Hedibert F. Lopes (Chicago Booth)

Factor models, and related statistical tools for dimension reduction, have been widely and routinely used in psychometric, item response theory, geology, econometric and biological, amongst many other fields, since the late 1960's when Karl G. J\"oreskog, a Swedish statistician, proposed the first reliable numerical method for maximum likelihood estimation (MLE) in factor analysis (J\"oreskog, 1969). Such developments happened, certainly not by chance, around the same time the computer industry was experiencing major advances.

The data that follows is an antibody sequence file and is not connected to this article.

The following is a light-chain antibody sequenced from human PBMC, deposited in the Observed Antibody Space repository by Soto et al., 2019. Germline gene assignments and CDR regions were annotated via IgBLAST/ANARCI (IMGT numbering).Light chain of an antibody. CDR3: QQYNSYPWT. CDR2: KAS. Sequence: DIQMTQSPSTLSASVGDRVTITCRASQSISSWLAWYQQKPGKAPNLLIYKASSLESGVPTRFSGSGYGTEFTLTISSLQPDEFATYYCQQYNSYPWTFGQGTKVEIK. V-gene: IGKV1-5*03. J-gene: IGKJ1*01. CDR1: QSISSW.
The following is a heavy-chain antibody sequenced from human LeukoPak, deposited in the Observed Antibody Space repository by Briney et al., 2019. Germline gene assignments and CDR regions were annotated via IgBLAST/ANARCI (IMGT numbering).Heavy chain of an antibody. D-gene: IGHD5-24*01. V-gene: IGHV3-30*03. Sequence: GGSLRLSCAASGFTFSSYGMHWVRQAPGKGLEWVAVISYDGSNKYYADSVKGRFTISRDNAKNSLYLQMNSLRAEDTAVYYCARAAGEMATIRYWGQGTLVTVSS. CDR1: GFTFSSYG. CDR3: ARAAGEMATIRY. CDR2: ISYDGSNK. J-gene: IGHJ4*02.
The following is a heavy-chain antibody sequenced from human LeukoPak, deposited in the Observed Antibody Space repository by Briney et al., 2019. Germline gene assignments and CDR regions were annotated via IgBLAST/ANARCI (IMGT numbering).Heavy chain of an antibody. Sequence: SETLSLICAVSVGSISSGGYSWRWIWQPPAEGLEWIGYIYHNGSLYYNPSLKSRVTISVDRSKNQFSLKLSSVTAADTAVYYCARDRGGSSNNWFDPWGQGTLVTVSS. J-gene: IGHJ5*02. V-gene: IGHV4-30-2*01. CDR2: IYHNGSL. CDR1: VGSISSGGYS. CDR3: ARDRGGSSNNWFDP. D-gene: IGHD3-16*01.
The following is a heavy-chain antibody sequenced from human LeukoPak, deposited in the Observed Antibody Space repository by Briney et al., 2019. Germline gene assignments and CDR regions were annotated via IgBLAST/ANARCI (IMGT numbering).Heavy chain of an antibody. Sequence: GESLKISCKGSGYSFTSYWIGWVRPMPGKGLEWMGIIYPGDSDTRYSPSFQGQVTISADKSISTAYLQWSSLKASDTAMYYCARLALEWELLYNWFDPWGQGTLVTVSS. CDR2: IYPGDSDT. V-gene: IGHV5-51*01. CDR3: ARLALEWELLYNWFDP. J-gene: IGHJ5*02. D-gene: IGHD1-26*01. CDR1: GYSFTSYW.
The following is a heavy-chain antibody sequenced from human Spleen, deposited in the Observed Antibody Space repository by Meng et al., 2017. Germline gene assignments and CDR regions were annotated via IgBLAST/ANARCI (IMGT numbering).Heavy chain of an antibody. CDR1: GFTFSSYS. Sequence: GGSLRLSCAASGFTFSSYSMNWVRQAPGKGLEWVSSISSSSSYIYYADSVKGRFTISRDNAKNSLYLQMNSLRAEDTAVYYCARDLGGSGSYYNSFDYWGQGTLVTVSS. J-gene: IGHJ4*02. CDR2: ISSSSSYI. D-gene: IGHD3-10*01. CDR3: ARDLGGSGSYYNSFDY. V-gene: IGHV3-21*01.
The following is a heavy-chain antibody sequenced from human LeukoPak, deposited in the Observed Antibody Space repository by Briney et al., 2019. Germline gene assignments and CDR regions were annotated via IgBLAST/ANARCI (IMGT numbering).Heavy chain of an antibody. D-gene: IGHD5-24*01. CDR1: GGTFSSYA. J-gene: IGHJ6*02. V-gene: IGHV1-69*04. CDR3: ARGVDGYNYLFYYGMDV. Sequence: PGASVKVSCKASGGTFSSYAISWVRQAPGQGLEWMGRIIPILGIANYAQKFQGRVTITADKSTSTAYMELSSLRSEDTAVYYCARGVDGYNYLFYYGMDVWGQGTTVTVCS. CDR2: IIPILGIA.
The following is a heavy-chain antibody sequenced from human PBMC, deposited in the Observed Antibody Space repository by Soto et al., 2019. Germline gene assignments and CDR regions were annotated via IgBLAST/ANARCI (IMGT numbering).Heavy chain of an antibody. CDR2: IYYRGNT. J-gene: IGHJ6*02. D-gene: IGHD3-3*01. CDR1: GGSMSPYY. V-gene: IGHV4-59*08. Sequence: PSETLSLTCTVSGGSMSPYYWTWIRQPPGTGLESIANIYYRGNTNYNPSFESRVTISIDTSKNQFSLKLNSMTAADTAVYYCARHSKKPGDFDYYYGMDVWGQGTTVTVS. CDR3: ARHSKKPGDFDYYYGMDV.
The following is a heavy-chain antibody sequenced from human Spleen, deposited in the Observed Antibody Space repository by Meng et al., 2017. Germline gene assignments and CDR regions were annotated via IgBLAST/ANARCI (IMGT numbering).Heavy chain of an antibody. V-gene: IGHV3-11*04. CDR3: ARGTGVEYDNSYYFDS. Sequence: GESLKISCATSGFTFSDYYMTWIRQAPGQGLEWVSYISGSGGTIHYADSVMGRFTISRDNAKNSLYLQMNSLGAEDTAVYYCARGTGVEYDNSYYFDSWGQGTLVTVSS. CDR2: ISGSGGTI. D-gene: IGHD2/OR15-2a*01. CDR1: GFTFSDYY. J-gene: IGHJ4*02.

From a Bayesian perspective, Martin and McDonald (1975) showed that MLE suffers from several inconsistency issues (for instance, negative idiosyncratic variances). Nonetheless, Bayesian researchers themselves could not produce general algorithms for exact posterior inference for factor models until the early 1990's when the computer industry had another wave of major advances and Markov chain Monte Carlo (MCMC) schemes were almost instantly customized for all fields cited above.

In this talk, my goal is to illustrate how such advances, both in factor modeling and statistical computing, have driven my own research in financial econometrics, spatio-temporal modeling and macro- and micro-economics, among others. This will be done by linking my own work to current trends in modern Bayesian modeling of high dimensional and data enriched problems.